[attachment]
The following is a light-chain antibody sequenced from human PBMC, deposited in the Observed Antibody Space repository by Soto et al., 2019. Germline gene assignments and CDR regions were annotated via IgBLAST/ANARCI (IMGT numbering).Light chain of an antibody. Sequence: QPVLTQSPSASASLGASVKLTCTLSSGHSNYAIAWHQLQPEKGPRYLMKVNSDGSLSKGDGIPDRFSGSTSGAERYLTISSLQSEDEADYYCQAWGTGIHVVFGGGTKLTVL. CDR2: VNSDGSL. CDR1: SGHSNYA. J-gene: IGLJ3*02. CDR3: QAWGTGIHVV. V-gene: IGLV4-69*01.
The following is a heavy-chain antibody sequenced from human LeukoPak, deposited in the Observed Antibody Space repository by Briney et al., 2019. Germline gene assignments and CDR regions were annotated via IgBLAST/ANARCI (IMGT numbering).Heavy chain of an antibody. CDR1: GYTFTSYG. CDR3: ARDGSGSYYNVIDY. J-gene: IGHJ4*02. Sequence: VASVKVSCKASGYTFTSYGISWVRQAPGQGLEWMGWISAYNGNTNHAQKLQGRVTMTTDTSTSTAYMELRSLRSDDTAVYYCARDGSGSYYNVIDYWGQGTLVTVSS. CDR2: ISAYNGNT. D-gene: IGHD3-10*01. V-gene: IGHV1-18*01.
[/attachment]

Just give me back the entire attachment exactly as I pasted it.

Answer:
The following is a light-chain antibody sequenced from human PBMC, deposited in the Observed Antibody Space repository by Soto et al., 2019. Germline gene assignments and CDR regions were annotated via IgBLAST/ANARCI (IMGT numbering).Light chain of an antibody. Sequence: QPVLTQSPSASASLGASVKLTCTLSSGHSNYAIAWHQLQPEKGPRYLMKVNSDGSLSKGDGIPDRFSGSTSGAERYLTISSLQSEDEADYYCQAWGTGIHVVFGGGTKLTVL. CDR2: VNSDGSL. CDR1: SGHSNYA. J-gene: IGLJ3*02. CDR3: QAWGTGIHVV. V-gene: IGLV4-69*01.
The following is a heavy-chain antibody sequenced from human LeukoPak, deposited in the Observed Antibody Space repository by Briney et al., 2019. Germline gene assignments and CDR regions were annotated via IgBLAST/ANARCI (IMGT numbering).Heavy chain of an antibody. CDR1: GYTFTSYG. CDR3: ARDGSGSYYNVIDY. J-gene: IGHJ4*02. Sequence: VASVKVSCKASGYTFTSYGISWVRQAPGQGLEWMGWISAYNGNTNHAQKLQGRVTMTTDTSTSTAYMELRSLRSDDTAVYYCARDGSGSYYNVIDYWGQGTLVTVSS. CDR2: ISAYNGNT. D-gene: IGHD3-10*01. V-gene: IGHV1-18*01.